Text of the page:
When you initially discover forex trading charts, you’ll see candlesticks as the default setting on various timeframes. Candlesticks are classed as the gold standard of price display when you trade markets.
When you trade FX, you need a method to illustrate what price is doing, has done and where it might be headed, and it would be best to have a visual explanation of why a security’s price has moved in specific ways.
However, some novice traders struggle to decipher the language of candlestick trading. It can take months or several years to become competent at cracking the candlestick-trading code and applying the interpretation to your decision making.
Using candlesticks to identify price action
When you attempt to interpret the various candlestick patterns, you’re looking to identify what we refer to as “price action”. Trading price action isn’t the mysterious art many novice retail traders think it is. In its most basic form, it’s simple to implement.
You begin by observing easy to spot single candles on some of the higher time frames (TFs), such as 1hr, 4hr and the daily TF. These could be Dojis, spinning-tops, abandoned babies, morning/evening stars, hammers, hanging men etc. Then you move on to looking for and interpreting the various patterns that clusters of candlesticks make; three green soldiers, bearish and bullish engulfing, sandwiches, dark cloud cover, piercing lines etc.
Many mentors and experienced traders have reached a trading level whereby they only use candlestick patterns and the price action which develops to make their trading decisions. They’ll trade off vanilla charts with no moving averages and no other technical indicators. This skill level can take years to reach, but you have alternatives, and candlesticks aren’t the only visual method to identify price action.
Candlesticks are not the only visual representation of price
There are other methods available to illustrate price-action that can provide just as much feedback as candlesticks. You could use a simple line on your chart to show price, and you could use other representations such as Renko blocks. Some traders find these straightforward forms of displaying price easier to interpret than candlesticks.
You could also choose Heikin Ashi (HA) bars which many intermediate-level traders turn to as it provides an excellent springboard to begin developing your price-action skills.
Why Heikin Ashi can be the ideal choice for novice and intermediate level traders
In specific and limited ways, HA bars are like standard candlesticks. You look for closed bars, tails/shadows, Dojis etc. and clusters to indicate change or the continuation of the current momentum. HA also provides the perfect introduction to standard candlesticks, because you become proficient at translating the information in a similar way to interpreting candlestick movements.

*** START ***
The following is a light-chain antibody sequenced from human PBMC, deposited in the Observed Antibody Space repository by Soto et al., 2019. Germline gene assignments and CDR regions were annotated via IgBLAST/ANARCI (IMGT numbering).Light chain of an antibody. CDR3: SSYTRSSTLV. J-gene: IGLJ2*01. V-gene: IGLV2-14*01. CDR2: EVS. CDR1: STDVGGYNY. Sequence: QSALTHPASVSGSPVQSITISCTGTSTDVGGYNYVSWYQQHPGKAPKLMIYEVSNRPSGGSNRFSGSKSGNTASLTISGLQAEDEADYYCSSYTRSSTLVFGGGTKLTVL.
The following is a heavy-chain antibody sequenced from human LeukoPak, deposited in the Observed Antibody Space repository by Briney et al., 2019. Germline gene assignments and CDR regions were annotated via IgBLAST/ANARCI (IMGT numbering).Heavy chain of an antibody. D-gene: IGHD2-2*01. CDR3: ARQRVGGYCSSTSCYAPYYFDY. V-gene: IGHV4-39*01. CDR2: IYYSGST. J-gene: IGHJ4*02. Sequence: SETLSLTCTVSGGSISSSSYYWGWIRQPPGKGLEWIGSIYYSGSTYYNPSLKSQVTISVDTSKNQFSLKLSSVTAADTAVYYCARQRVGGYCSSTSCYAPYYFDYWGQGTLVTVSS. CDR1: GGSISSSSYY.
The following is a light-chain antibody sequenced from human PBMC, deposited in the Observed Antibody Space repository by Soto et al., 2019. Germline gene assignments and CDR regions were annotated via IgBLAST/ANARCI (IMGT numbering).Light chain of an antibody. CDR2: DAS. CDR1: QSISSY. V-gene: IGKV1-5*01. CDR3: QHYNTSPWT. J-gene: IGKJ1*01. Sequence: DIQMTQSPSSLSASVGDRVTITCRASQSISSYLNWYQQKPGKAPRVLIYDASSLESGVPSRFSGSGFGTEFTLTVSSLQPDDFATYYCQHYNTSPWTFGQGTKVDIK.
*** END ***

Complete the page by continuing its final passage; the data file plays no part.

The basics of Heikin Ashi and the Heikin Ashi Formula
Standard candlestick charts comprise a series of open-high-low-close (OHLC) candles. Heikin Ashi means “average bar” in Japanese, and the Heikin Ashi technique uses a modified formula of close-open-high-low (COHL).
You can master the basics of HA use quickly, and you’ll soon discover more clarity when trying to identify price-action. HA bars are more definitive and take on a more objective appearance. In contrast, standard candlesticks can be more subjective and open to alternative interpretations.
You’ll also note that you’re able to make more joined-up decisions when you engage in multi-timeframe analysis using HA. If you look for instructions from the 1hr, 4hr and daily charts, you’ll see clear links that aren’t always visible when you use standard candlesticks.
Putting Heikin Ashi to use
Five main signals help you to identify trends and trading opportunities with HA.
- Hollow or green candles without lower shadows can indicate strong uptrends
- Hollow or green candles can indicate uptrends, you could consider adding to long positions while exiting short positions.
- Candles with small bodies engulfed by upper and lower shadows might be indicative of a trend change. Traders might consider going long or short, while others might wait for further confirmation.
- Filled or red candles indicate a downtrend, you might want to add to your short position and exit any long positions.
- Filled or red candles without higher shadows can identify strong downtrends, and traders often stay short until there’s an identifiable change in trend.